In “State Pulse: Maharashtra: Books as crime“
‘Writers’ Police’ gives details of the way in which greatest writers of late 18th century who were living in Paris at that time were kept under surveillance….
…the Parisian police had a very specific agenda.
It was clear to these protectors of internal security of a tottering regime that the renowned literati then viz Victor Hugo, Balzac or Charles Dickens, might be writing fiction, but their sharp focus on the hypocrisy of the aristocrats or the livelihood issues of ordinary people is adding to the growing turmoil in the country. They knew very well that they might be writing fiction for the masses but it is turning out to be a sharp political edge that hit the right target and is becoming a catalyst for change.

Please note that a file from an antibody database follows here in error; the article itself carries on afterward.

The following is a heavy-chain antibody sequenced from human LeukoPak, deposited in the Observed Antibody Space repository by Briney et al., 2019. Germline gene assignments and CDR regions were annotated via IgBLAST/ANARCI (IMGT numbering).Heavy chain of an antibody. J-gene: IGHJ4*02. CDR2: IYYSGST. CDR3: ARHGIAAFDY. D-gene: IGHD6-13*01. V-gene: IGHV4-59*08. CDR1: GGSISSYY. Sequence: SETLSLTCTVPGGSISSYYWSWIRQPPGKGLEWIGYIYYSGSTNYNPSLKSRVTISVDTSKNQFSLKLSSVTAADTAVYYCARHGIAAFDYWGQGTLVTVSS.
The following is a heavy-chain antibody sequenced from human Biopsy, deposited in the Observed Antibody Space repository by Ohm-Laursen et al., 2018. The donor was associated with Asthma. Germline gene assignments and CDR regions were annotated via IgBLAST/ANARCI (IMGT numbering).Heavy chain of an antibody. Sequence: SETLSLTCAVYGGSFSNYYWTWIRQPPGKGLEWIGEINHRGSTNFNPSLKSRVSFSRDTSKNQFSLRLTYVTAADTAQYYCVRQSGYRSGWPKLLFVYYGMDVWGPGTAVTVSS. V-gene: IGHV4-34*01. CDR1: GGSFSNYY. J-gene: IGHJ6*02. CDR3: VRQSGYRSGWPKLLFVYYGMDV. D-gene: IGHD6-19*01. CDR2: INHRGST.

While the Parisian police was engaged in tracking down the daily movements of the writers, its present day counterparts in Maharashtra especially from the Chandrapur-Nagpur region have rather devised some ‘easier’ and ‘shortcut routes’ to curb the flow of ideas. And for them it is also immaterial whether the writer in question was alive or dead.
The recent happenings at a book stall put in by a well known publisher ‘Daanish Books’ at the Deeksha Bhoomi of Dr Ambedkar in Nagpur are a case in point. A random list of books which the police perceived to be ‘dangerous’ and which it duly confiscated from their book stall makes interesting reading….
Coming back to the ‘Writers Police’, it is clear to everyone how all those meticulous efforts put in by the police to curtail the free flow of ideas proved futile. And how French revolution of those times emerged as a beacon of hope for thinking people across the world. Rather it could be said that all those efforts at surveillance became a precursor to the storming of the Bastille.
Can it then be said that India is on the verge of similar transformatory changes and the Maharashtra polices’ efforts at ‘criminalising writing’ are an indication that ruling elite of our times is fast losing ground.